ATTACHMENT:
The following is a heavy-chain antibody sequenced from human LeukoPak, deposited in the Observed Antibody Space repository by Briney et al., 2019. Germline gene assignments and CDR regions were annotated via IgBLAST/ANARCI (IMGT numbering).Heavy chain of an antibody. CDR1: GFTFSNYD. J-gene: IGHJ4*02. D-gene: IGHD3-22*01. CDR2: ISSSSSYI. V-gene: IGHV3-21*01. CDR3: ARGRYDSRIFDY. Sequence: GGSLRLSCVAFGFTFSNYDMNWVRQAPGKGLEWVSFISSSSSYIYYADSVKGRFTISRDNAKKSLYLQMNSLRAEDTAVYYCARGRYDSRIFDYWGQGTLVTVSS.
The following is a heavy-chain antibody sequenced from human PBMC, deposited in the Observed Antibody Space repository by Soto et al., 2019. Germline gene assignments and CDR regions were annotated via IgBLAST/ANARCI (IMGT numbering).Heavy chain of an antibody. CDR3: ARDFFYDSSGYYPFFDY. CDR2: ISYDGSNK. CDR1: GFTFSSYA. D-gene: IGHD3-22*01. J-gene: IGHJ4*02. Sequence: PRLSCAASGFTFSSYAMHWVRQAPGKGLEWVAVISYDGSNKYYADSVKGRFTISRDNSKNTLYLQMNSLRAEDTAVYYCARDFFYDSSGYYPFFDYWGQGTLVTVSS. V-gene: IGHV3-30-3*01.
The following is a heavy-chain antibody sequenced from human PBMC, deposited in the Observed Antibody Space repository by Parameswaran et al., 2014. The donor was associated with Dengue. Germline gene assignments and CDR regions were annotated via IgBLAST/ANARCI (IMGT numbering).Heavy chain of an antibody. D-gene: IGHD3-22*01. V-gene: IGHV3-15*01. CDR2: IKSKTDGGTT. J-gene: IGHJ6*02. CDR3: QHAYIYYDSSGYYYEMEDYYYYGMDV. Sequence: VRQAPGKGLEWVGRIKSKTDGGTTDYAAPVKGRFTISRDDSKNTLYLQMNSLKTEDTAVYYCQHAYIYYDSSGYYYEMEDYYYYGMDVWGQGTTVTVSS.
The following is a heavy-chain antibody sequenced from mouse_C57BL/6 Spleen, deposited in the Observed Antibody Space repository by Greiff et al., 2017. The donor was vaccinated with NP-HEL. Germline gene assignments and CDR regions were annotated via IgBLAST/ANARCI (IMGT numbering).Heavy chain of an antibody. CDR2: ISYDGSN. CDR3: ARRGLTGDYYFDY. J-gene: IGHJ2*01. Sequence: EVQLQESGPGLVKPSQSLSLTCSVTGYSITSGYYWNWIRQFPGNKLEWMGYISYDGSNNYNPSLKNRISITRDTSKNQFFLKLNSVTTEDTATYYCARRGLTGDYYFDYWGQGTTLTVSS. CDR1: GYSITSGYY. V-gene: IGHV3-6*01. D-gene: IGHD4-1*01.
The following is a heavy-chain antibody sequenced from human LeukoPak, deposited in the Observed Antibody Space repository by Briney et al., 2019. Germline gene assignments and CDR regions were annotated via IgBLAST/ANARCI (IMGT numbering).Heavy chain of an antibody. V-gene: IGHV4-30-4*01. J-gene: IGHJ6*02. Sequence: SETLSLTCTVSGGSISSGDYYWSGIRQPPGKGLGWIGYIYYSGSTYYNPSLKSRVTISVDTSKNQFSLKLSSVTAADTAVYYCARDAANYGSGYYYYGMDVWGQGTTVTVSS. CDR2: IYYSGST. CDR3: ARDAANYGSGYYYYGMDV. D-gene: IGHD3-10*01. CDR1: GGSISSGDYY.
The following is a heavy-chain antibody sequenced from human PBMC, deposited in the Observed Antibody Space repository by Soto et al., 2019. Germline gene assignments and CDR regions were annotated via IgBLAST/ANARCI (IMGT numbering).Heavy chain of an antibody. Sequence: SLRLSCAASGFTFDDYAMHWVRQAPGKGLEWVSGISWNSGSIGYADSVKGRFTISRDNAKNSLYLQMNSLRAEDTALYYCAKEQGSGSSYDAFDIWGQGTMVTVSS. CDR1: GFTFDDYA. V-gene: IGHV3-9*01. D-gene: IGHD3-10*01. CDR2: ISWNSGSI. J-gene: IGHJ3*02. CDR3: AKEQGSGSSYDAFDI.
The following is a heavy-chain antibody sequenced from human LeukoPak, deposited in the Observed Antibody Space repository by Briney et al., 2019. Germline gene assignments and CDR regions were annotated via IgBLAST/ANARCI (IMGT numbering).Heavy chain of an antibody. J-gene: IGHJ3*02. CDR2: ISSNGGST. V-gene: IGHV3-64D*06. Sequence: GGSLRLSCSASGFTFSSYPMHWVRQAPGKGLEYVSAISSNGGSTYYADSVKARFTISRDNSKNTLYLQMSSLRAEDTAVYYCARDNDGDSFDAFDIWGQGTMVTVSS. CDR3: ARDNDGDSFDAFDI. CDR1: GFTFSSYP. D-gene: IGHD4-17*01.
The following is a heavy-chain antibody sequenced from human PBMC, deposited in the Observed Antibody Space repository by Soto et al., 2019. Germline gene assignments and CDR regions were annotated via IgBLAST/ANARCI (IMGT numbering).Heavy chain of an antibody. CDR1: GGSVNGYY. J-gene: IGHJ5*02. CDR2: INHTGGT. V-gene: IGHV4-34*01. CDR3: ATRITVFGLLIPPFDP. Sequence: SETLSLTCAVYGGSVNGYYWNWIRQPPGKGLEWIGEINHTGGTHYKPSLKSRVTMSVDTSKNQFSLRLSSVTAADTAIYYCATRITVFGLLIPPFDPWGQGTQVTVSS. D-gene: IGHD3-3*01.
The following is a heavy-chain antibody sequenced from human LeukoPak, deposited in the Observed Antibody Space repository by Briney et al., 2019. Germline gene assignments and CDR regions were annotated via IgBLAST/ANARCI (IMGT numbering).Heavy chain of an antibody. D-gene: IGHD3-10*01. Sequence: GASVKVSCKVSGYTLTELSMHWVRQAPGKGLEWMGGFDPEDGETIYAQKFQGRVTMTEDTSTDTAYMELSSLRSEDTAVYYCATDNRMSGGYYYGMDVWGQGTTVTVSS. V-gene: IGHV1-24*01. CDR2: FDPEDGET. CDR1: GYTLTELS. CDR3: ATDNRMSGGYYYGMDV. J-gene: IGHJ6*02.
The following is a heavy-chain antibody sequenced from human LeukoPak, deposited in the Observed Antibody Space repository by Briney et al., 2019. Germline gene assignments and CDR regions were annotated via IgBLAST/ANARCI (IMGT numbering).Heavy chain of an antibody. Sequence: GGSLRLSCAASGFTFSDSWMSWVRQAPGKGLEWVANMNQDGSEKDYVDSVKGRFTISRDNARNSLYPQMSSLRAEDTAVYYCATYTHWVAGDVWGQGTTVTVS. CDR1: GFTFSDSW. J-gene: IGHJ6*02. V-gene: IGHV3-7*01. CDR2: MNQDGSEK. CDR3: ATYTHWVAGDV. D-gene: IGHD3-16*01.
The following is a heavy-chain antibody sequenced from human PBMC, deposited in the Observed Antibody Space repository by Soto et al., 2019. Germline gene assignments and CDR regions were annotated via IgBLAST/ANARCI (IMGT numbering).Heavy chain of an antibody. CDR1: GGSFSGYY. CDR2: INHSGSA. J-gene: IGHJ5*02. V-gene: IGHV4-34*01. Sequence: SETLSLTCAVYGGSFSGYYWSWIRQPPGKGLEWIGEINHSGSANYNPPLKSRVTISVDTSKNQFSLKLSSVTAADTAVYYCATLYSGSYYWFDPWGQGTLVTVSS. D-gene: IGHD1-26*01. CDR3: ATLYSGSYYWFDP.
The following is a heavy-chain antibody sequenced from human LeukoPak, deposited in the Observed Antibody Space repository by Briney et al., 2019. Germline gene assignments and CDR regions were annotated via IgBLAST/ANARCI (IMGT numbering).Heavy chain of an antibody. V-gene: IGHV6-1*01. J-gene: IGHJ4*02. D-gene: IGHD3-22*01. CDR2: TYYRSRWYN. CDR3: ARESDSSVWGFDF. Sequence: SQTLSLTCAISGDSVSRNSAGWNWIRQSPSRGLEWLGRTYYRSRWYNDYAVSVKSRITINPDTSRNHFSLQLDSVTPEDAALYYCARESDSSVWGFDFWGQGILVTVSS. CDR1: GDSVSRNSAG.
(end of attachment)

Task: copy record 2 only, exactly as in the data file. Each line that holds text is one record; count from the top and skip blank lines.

The following is a heavy-chain antibody sequenced from human PBMC, deposited in the Observed Antibody Space repository by Soto et al., 2019. Germline gene assignments and CDR regions were annotated via IgBLAST/ANARCI (IMGT numbering).Heavy chain of an antibody. CDR3: ARDFFYDSSGYYPFFDY. CDR2: ISYDGSNK. CDR1: GFTFSSYA. D-gene: IGHD3-22*01. J-gene: IGHJ4*02. Sequence: PRLSCAASGFTFSSYAMHWVRQAPGKGLEWVAVISYDGSNKYYADSVKGRFTISRDNSKNTLYLQMNSLRAEDTAVYYCARDFFYDSSGYYPFFDYWGQGTLVTVSS. V-gene: IGHV3-30-3*01.